In 2019, she founded Reconciliation & Life Ministries to address the need for transitional living and diversion programs, emphasizing the overrepresentation of minority populations in the Oklahoma judicial system. She has also been running and managing her own for-profit, Reconciliation & Life Solutions, which is a bookkeeping and general business service helping small businesses around the metro.

Jennifer Pankey

4 convictions, 9th grade education, child removed by CPS. Now a professional leader, she gives back to the community, is a home owner, and her children are thriving.

Growing up, Jennifer fought her way through a dysfunctional, isolating home life. Her parents were almost always absent, leaving her and her sister to raise themselves. This erratic home environment normalized drug use as a way to cope with life’s problems.

For years, she tried to escape the grip drugs had on her life, but she kept falling back into the same cycle. After her baby girl was born and Child Protective Services took her away, Jennifer knew what she had to do when she left the hospital.

Jennifer enrolled in a 700-day program that helps people permanently overcome homelessness and instability. Now, Jennifer serves as an Empowerment Services Director, leading the charge in workforce development and the creation of uplifting programming.

Joe Royos

12 felonies, 38 years addiction. Now 6 years free from any substances and incarceration. happily employed and giving back to his community.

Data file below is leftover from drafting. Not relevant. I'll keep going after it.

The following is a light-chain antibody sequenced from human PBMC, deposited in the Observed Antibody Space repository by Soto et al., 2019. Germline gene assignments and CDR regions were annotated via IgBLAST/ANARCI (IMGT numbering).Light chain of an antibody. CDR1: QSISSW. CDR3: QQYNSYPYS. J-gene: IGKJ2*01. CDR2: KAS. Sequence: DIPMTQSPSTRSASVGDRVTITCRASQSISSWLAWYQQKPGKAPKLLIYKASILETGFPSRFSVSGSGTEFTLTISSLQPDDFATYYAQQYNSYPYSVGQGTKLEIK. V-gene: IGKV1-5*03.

Starting at the age of thirteen, Joe found it hard to find light in his life. For the next 30 years, Joe would go through quite a bit of darkness before seeing the light and becoming an overcomer at the age of 48. Oftentimes, he thought he was going to die, or spend his whole life in prison because of his addiction. When he realized he needed assistance in every part of his life, he decided to break the chains and end his addiction. 

Joe has now been clean for eight years, and is currently a foreman at his electrical company. He takes care of his family of four, and does what he does best, which is to provide. Joe hopes that his story, and his light, can reach other people, “If I can do it, so can you.”

Archie Williams

Wrongfully imprisoned for 36 years, he shines a light on other wrongfully incarcerated individuals by sharing his story and gift of song.

Archie Williams is an Innocence Project Exoneree and America’s Got Talent Season 15 finalist, who was convicted and wrongfully imprisoned in Louisiana’s Angola State Prison for 36 years. Despite being sentenced to life without parole for a crime he did not commit, Archie’s spirit was never broken. He always maintained his innocence and never gave up fighting for his freedom, believing that someday the truth would come to light. 

On March 21, 2019, Archie was exonerated and released after newly appointed Commissioner, Kinasiyumki Kimble of 19th Judicial District of East Baton Rouge, ordered DNA testing, which linked fingerprints left at the crime to the true assailant. Singing and his faith in God carried him through the 36-year long ordeal. 

Archie’s record-breaking America’s Got Talent audition garnered global attention, capturing the support of millions worldwide, including Simon Cowell, who was inspired to serve as an Innocence Project Ambassador.

Since appearing on the show, Archie remains committed to shining a light on other wrongfully incarcerated individuals by sharing his story and gift of song.